16 Kant, KdU, p. 353. Fear is not meant here in the sense of fear and violence. Fear is only meant to shudder our minds. See also Schiller, Friedrich: From the sublime. In: Schiller's works. Complete edition in fifteen parts. Philosophical writings and reviews. Edited by Arthur Kutscher. Volume 12. Berlin et al. 1909, p. 440.

17 Pries, pp. 6 and 11.

18 This is the first public museum in GermanyOld museumin Berlin, which was only opened in 1830.

19 Kemp, Wolfgang: The art of silence. In: Koebner, Thomas (Ed.) (1989): Laokoon and no end. The dispute of the arts. Munich, pp. 96-119, here p. 100.

20 Ibid., P. 100.

21 Silence in front of the pictures does not mean that there is no exchange about works of art. Talking “no longer runs along conventional lines, is not an end in itself. Information is exchanged and conclusions are drawn. Both happen in the direction of the work of art and not spoken parallel to him, in the direction of the interlocutor. ”Ibid., P. 110.

22 Flemming, Willi (1931): The change in the German feeling for nature. From the 15th to the 18th century. Halle / Saale, p. 123. Flemming describes the change in the relationship between art and nature as follows: “The artist no longer tries to outdo nature. He humbly bows to reality. ”Ibid., P. 93. Man does not address nature, but“ waits longingly [...] until it speaks to his heart. So he needs the motive that moves and stirs his mind. The l a n d s c h a f t l i c h e M o t i v i s t thus the typical e n g e s h e i n u n g s form of nature for the 18th century.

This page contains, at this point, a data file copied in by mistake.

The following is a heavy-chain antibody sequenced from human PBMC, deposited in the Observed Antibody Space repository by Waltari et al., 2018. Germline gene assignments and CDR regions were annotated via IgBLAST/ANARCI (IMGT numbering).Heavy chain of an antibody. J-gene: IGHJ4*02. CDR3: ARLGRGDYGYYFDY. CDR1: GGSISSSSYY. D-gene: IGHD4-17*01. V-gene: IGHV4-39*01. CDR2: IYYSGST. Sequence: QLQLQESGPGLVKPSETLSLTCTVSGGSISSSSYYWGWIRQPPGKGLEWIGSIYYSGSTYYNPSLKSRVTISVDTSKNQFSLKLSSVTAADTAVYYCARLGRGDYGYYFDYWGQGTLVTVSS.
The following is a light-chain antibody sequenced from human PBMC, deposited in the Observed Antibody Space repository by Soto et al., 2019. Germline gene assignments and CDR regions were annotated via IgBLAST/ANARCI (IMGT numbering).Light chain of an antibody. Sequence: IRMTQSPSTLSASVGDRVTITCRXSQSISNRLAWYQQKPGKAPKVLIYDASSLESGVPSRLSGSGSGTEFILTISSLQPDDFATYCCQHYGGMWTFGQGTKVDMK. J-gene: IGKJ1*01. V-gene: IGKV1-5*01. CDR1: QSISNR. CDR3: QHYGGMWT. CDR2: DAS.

23 Zimmermann, Jörg: Images of the Sublime - On the Topicality of the Discourse on Caspar David Friedrich's “Monk by the Sea”. In: Welsch, Wolfgang; Pries, Christine (1991): Aesthetics in Controversy. Interventions on the work of Jean-François Lyotard. Weinheim, pp. 107-127, here pp. 118f.

24 According to contemporary reviews, Friedrich has with theMonk by the seaApparently a very provocative (landscape) motif was chosen, which nevertheless appeals to every viewer, regardless of whether it is positive or negative.

25 See appendix p. 37.

26 The Monk by the sea was painted by Friedrich between 1808 and 1810 (oil on canvas, 110 x 171.5 cm) and belongs to the State Museums of Berlin (National Gallery). In 1810 the picture was first exhibited in the exhibition of the “Royal Academy of the Arts”.

27 Since the water does not flow shallowly into the sand - as is usual on the seashore - the sand surface looks more like an abyss.

28 Begemann, Christian: Brentano and Kleist in front of Friedrich's monk by the sea. Aspects of a Change in the History of Perception. In: Brinkmann, Richard et al. (Ed. (1990): Deutsche Vierteljahrsschrift für Literaturwissenschaft und Geistesgeschichte. Stuttgart. No. 64. Issue 1, pp. 54-95, here p. 80.